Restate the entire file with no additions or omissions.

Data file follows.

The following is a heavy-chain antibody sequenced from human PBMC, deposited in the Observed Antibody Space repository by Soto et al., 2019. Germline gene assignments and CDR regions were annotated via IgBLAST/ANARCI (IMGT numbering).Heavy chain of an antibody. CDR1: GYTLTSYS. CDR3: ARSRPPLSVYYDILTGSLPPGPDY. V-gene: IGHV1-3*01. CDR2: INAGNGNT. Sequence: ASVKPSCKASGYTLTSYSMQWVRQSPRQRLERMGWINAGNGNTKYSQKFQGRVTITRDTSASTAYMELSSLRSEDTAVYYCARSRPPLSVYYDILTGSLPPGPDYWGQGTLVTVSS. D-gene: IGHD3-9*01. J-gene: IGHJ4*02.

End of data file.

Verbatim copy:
The following is a heavy-chain antibody sequenced from human PBMC, deposited in the Observed Antibody Space repository by Soto et al., 2019. Germline gene assignments and CDR regions were annotated via IgBLAST/ANARCI (IMGT numbering).Heavy chain of an antibody. CDR1: GYTLTSYS. CDR3: ARSRPPLSVYYDILTGSLPPGPDY. V-gene: IGHV1-3*01. CDR2: INAGNGNT. Sequence: ASVKPSCKASGYTLTSYSMQWVRQSPRQRLERMGWINAGNGNTKYSQKFQGRVTITRDTSASTAYMELSSLRSEDTAVYYCARSRPPLSVYYDILTGSLPPGPDYWGQGTLVTVSS. D-gene: IGHD3-9*01. J-gene: IGHJ4*02.